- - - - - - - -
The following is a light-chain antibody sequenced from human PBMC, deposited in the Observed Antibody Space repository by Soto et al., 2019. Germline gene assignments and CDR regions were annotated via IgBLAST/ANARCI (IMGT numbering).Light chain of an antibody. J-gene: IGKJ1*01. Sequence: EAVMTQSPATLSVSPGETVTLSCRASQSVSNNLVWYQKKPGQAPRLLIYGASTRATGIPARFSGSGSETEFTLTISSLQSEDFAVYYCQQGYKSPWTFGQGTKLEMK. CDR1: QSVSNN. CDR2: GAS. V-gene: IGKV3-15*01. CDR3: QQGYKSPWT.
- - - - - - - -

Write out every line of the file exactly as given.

The following is a light-chain antibody sequenced from human PBMC, deposited in the Observed Antibody Space repository by Soto et al., 2019. Germline gene assignments and CDR regions were annotated via IgBLAST/ANARCI (IMGT numbering).Light chain of an antibody. J-gene: IGKJ1*01. Sequence: EAVMTQSPATLSVSPGETVTLSCRASQSVSNNLVWYQKKPGQAPRLLIYGASTRATGIPARFSGSGSETEFTLTISSLQSEDFAVYYCQQGYKSPWTFGQGTKLEMK. CDR1: QSVSNN. CDR2: GAS. V-gene: IGKV3-15*01. CDR3: QQGYKSPWT.